To some extent, this is a matter of priorities. Avoiding extreme suffering is my own priority. Farmed animals unfortunately score extremely well in that field, so helping them should be, I think, quite high on the list. When big multinational companies create certain problems – like putting small companies out of business (think of Amazon) that can and should certainly be looked into and where necessary tackled, but the graveness of this problem should be compared with the graveness of the problem that is being addressed (animal suffering). In my view, making huge headway in terms of reducing extreme animal suffering is a bigger good than the disappearance of small, local businesses. To some extent this is an empirical question, and it’s possible that if one aggregates all the bad consequences of big multinationals, one would come to a different conclusion. Fact is, I do not think we should wait for ideal solutions or only support ideal solutions that solve all problems.
Is small beautiful?
Sometimes I have the impression that one of the characteristics of initiatives or ventures that are routinely praised for their systems-changing approach is that they are… small. Think about local initiatives, cozy social experiments with neighbors to improve the community, local farms… I can see their charm as well as their usefulness, but often they seem so small and unscalable to me. And also, conversely, I wonder: would these initiatives still be praised by anti-capitalists if they got a lot bigger? Scaling often means making some compromises and straying a little bit from the ideals. Conversely, if you want to stay really true to your ideals, it seems safest to stay small (and have less impact). It seems almost, then, as if being small is a necessary aspect of getting some people’s admiration or consent. It seems that for many, small and pure is better than big and compromising, no matter what the impact.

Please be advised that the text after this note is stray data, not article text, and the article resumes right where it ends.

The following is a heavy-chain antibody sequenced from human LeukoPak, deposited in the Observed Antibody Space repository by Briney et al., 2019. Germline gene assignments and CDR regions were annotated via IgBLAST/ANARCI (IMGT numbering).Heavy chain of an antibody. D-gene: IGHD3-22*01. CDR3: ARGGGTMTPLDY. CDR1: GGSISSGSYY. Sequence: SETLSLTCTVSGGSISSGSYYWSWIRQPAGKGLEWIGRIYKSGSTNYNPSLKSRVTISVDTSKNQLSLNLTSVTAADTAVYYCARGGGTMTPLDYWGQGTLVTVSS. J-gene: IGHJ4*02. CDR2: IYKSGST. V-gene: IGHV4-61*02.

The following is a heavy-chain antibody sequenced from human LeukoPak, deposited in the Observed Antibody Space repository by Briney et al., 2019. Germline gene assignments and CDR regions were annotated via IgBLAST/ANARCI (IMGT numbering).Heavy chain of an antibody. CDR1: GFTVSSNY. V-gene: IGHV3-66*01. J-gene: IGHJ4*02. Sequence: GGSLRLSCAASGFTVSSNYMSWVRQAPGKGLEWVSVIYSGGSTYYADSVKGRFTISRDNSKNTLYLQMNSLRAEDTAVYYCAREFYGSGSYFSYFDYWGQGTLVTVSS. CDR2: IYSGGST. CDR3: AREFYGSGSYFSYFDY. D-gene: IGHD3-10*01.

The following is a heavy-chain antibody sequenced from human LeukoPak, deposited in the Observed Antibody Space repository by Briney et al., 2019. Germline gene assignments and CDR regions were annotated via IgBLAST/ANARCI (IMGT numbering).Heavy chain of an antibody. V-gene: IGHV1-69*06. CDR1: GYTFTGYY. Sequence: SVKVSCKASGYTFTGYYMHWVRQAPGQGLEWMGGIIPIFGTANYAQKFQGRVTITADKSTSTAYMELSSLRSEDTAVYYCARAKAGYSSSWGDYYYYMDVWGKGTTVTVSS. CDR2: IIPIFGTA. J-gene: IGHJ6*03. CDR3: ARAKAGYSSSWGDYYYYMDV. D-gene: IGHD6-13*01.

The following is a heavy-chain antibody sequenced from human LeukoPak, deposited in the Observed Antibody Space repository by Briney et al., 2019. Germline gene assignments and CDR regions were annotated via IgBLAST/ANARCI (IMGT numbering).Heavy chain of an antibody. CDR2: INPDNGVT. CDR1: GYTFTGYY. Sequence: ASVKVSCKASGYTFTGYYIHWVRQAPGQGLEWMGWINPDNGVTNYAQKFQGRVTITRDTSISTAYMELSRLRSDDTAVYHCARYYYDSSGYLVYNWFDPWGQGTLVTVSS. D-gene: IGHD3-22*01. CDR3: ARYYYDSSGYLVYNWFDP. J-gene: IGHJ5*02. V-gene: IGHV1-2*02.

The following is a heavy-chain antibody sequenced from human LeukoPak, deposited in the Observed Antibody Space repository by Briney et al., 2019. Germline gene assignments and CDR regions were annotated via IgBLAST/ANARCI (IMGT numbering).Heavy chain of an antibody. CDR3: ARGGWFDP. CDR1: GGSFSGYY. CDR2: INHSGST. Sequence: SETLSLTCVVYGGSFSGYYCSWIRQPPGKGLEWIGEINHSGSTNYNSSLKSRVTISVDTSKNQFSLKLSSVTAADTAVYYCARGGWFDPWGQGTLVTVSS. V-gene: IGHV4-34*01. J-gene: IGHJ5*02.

Again I’m sure some readers will think that I’m painting a false dichotomy here. Maybe they are right, but so far this is the impression I get.